How to Size a Pool Pump
When it comes to your pool, it’s the pump that does all the hard work behind the scenes to push water through your filtration system. That’s why it’s so important to buy the right size pump. Buy the wrong one and it may not be able to keep up with the demand, resulting in cloudy—or worse—green water.
Properly sizing your pump isn’t difficult, but it will take some careful calculations to get it right. Let’s walk through the process step by step so you can determine the best pump size for your swimming pool.
How Much Water Does Your Pool Hold?
The first step in determining the proper size pump for your pool is to calculate how much water it holds. The reason for this is that your pool pump should be able to turn over the water in about 8 hours. (For a more exact calculation on how many hours to run your pump, check out How Long to Run a Pool Pump.) In other words, all the water in your pool should run through your pump in that time span. And that should happen once a day.
To determine how much water your pool holds, start by looking at the paperwork that came with your pool. If you can’t find the number of gallons it holds, don’t worry. With a little simple math, you can figure it out on your own.
Just follow these formulas, depending on your pool’s shape, or use our pool volume calculator:
For a rectangular pool: Length (ft.) X Width (ft.) X Average Depth (ft.) X 7.48 = Total Pool Gallons
For a round pool: 3.14 x radius squared (ft.) x average depth (ft.) x 7.48
For an oval pool: 3.14 x ½ Length (ft.) X ½ Width (ft.) X Average Depth (ft.) X 7.48 = Total Pool Gallons
To determine the average depth in your pool, which you will need for the above formulas, add the shallowest part of your pool and the deepest part of your pool and then divide the number by two.
Determine the Gallons of Water Per Minute
The next step in the process is to determine how many Gallons Per Minute (GPM) the pump needs to pump to turn over the water in your pool at least once a day. To find this number, you need to first figure the Gallons Per Hour (GPH). To do that, follow this formula:
Pool Volume in Gallons ÷ 8 = GPH
Since most pool pumps come with a Gallons Per Minute (GPM) rating, you now have to convert the GPH to GPM. Here’s the formula you need to do that:
GPH ÷ 60 = GPM
Find the Perfect Pump
You’ve done the hard part, all the calculations to determine exactly what size pool pump will filter your pool’s water in a day. But before you run off to the store, let’s talk about a couple of other considerations you should think about.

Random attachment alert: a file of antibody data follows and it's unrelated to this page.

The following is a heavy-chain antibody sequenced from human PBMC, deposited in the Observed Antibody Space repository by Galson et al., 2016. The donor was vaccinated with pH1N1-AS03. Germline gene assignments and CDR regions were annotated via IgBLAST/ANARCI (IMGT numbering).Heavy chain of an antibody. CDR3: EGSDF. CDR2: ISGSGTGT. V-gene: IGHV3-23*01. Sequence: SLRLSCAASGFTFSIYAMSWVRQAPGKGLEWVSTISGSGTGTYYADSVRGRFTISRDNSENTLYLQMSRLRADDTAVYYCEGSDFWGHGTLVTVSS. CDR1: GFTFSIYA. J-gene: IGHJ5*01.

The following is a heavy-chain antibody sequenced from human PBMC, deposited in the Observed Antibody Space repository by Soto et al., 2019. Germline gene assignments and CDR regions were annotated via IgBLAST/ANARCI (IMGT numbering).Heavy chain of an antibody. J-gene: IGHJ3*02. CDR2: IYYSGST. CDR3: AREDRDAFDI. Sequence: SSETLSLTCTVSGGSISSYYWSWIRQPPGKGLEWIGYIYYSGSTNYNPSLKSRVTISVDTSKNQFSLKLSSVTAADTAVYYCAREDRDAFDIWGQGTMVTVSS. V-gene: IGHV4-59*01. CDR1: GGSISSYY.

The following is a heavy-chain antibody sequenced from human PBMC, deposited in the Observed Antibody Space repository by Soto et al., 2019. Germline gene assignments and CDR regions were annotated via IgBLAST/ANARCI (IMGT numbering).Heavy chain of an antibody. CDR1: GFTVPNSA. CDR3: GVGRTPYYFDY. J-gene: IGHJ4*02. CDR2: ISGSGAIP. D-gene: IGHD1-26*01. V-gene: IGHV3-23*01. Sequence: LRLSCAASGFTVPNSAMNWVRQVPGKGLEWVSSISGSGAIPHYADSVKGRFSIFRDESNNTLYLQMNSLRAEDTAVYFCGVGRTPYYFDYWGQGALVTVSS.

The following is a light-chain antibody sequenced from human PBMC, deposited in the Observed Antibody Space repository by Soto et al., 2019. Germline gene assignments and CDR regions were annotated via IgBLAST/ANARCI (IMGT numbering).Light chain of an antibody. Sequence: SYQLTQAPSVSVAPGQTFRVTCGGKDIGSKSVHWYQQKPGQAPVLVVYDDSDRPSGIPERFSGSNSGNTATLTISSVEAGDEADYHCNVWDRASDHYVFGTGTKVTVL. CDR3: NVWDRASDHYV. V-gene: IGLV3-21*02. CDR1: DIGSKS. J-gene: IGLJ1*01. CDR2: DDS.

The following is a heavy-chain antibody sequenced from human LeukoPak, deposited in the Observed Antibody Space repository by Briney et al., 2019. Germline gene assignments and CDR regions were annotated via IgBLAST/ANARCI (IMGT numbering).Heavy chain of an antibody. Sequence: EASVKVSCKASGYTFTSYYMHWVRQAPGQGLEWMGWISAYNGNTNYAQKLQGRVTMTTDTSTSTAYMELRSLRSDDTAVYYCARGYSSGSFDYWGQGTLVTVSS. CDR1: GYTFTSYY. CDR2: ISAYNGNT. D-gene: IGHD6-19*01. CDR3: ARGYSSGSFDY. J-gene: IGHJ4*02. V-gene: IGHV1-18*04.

For example, you have three speed choices for your pump. They are:
- Single-speed pumps. When pool pumps were first invented, they were all single speed. Some states, like California and Arizona, don’t allow them anymore because they use so much energy.
- Dual-speed pumps. These pumps have two speeds: low and high. The high-speed setting is equivalent to a single-speed pump, while the low speed is much less. Depending on the size of your pool, the low speed may not be enough to turn over the water in your pool within a day.
- Variable speed pumps. These pumps are more energy-efficient because they use a magnet motor as opposed to the induction motors the other two types use. Magnet motors produce less friction, which increases efficiency. They’re also quieter than the other types. You will pay more for a variable speed pump, but save in the long run.
Did You Know?
You will hear about horsepower when you go to purchase a pump, but just because a pump has more horsepower, that doesn’t mean it’s the right pump for your pool. You need to ensure that the pump will work well with your filter. If the pump is too strong, it can overwhelm the filter, making for an ineffective filtration system.
What Pump Size Is Right for Your Pool?
Now that you’ve done the math and understand the ideal size pump for your pool, it’s time to start shopping. After all, the dog days of summer are just around the corner, and an important step to having that perfectly blue pool is choosing the right size pool pump.